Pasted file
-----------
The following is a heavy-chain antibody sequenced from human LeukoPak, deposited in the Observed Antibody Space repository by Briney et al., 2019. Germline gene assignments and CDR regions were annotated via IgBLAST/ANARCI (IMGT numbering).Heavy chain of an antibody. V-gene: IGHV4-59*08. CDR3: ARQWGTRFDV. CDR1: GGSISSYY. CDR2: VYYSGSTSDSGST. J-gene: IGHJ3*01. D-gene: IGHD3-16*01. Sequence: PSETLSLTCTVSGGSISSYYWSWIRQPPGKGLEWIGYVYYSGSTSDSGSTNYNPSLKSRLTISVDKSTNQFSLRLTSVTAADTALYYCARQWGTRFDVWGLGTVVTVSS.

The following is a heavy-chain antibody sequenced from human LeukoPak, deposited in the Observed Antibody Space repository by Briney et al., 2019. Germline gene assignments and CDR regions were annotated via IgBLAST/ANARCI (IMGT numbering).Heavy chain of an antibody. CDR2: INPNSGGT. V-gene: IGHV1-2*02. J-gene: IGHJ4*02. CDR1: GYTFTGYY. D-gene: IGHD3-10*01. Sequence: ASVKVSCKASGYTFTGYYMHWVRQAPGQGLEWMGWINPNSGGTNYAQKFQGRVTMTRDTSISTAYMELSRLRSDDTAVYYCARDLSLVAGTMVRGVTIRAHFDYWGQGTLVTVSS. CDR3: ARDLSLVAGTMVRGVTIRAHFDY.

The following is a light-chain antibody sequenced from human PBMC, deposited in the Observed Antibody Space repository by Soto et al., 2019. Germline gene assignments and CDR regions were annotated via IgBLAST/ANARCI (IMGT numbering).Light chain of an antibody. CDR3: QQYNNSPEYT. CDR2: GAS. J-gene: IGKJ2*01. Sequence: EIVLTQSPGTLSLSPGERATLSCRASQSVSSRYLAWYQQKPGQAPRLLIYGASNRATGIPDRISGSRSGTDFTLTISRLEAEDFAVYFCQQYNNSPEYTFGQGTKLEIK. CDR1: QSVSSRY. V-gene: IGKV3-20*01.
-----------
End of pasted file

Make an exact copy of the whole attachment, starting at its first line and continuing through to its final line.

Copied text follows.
The following is a heavy-chain antibody sequenced from human LeukoPak, deposited in the Observed Antibody Space repository by Briney et al., 2019. Germline gene assignments and CDR regions were annotated via IgBLAST/ANARCI (IMGT numbering).Heavy chain of an antibody. V-gene: IGHV4-59*08. CDR3: ARQWGTRFDV. CDR1: GGSISSYY. CDR2: VYYSGSTSDSGST. J-gene: IGHJ3*01. D-gene: IGHD3-16*01. Sequence: PSETLSLTCTVSGGSISSYYWSWIRQPPGKGLEWIGYVYYSGSTSDSGSTNYNPSLKSRLTISVDKSTNQFSLRLTSVTAADTALYYCARQWGTRFDVWGLGTVVTVSS.

The following is a heavy-chain antibody sequenced from human LeukoPak, deposited in the Observed Antibody Space repository by Briney et al., 2019. Germline gene assignments and CDR regions were annotated via IgBLAST/ANARCI (IMGT numbering).Heavy chain of an antibody. CDR2: INPNSGGT. V-gene: IGHV1-2*02. J-gene: IGHJ4*02. CDR1: GYTFTGYY. D-gene: IGHD3-10*01. Sequence: ASVKVSCKASGYTFTGYYMHWVRQAPGQGLEWMGWINPNSGGTNYAQKFQGRVTMTRDTSISTAYMELSRLRSDDTAVYYCARDLSLVAGTMVRGVTIRAHFDYWGQGTLVTVSS. CDR3: ARDLSLVAGTMVRGVTIRAHFDY.

The following is a light-chain antibody sequenced from human PBMC, deposited in the Observed Antibody Space repository by Soto et al., 2019. Germline gene assignments and CDR regions were annotated via IgBLAST/ANARCI (IMGT numbering).Light chain of an antibody. CDR3: QQYNNSPEYT. CDR2: GAS. J-gene: IGKJ2*01. Sequence: EIVLTQSPGTLSLSPGERATLSCRASQSVSSRYLAWYQQKPGQAPRLLIYGASNRATGIPDRISGSRSGTDFTLTISRLEAEDFAVYFCQQYNNSPEYTFGQGTKLEIK. CDR1: QSVSSRY. V-gene: IGKV3-20*01.